Kalametiya Bird Sanctuary

Known for being a major biodiversity hotspot for a host of wildlife, most notably endemic and migrant bird species, the Kalametiya Bird Sanctuary has become a resplendent sanctuary for winged animals to take refuge from the harsh winters of Siberia, Scandinavia and Western Europe. Thus being named a major bird watching destination in the country. Go ahead, paddle boat across the coastal lagoons of the sanctuary and experience the many musical notes, chirped by the many bird species.

Best Known For

  • The Kalametiya Bird Sanctuary is famed for being a haven for the bird watcher as it boasts of around a 150 species of birds, of which quite a number of them are migrant species.
  • The bird sanctuary is also famed for being one of the quieter bird sanctuaries, in terms of the number of human visitors, due to its more popular neighbour, the Bundala National Park. Therefore, giving a much more authentic rustic feel, as opposed to your typical ‘zoological park’ feel.
  • Another feature that has caught the eye of many a nature lover is the relatively untouched beauty of the coastal lagoons that boast many mangrove swamps and scrub jungles, perfect for a thriving marine life too.

Interesting Facts

  • The Kalametiya Bird Sanctuary was initially a 2,500 hectare sanctuary, first recognized in 1938. However, due to opposition of the local residents, the boundaries were considerably shrunken and in 1984 was declared an official bird sanctuary.
  • Although the history of the sanctuary is marred with controversy, it presently is one of the major bird sanctuaries in the country that boasts of some of the more unique flora and fauna the country possesses.
  • Presently, the sanctuary is home to more than 150 species of birds, 41 species of fish, 38 species of reptiles and 20 species of mammals.
  • What is more interesting is that 4 of the bird species are nationally threatened, namely, the Indian Reef Heron, Glossy Ibis, Sri Lankan Jungle Fowl and the Black-capped Purple Kingfisher.
  • Moreover, 4 species of mammals such as the Shrew, Toque Monkey, Spiny Rat and the Tree Mouse are endemic ones that have been recorded to dwell within the sanctuary.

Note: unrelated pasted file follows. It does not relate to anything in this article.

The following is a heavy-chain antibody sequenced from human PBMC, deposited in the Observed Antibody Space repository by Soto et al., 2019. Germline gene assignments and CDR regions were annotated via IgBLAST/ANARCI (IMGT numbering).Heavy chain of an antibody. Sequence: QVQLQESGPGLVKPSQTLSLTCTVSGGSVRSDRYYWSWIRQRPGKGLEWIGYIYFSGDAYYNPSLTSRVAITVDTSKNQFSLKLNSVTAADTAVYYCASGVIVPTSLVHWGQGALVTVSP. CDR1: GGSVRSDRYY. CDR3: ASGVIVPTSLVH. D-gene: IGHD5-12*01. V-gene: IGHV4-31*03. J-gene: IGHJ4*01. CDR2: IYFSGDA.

• It is also confirmed that a majority of the reptiles that take refuge here are internationally threatened species.

Times, Seasons and Tips

  • The bird sanctuary is open daily from 6:00am to 6:00pm and has no entrance fee, however, it is highly advisable to access the park through approved tour companies.
  • The tour companies generally organize two excursions a day; one in the early morning and in the evening.
  • The season to witness the best of the bird sanctuary is during the months from November to March, when migrant birds take refuge at the sanctuary alongside the endemic birds of Sri Lanka.
  • Do ask for a breakdown of the services and costs from the tour companies, so that you have a clear idea of what you are actually paying for.
  • Make sure you are clad appropriately to traverse through the mangrove swamps and scrub jungles, since you can opt for a jungle walk inside the sanctuary and partake in other nature activities.
  • Please adhere to the tour guide’s instructions, along with the rules and regulations set forth by the relevant authorities.
  • Please refrain from bringing polythene and also keep your surroundings clean.
  • Do not forget to bring your camera.

All in all, the Kalametiya Bird Sanctuary may be overshadowed by its Bundala neighbour, however, a closer look inside the sanctuary would make anyone wonder why it is so, since the sanctuary boasts of some unique kaleidoscopic wonders, perfect for the nature lover.

Title image by: Roshie Kahandawela

Location info



November - March

Guided Tour

Kalametiya Eco Bird Watching
Kalametiya Bird Watching & Ecotourism


Nature and Outdoors

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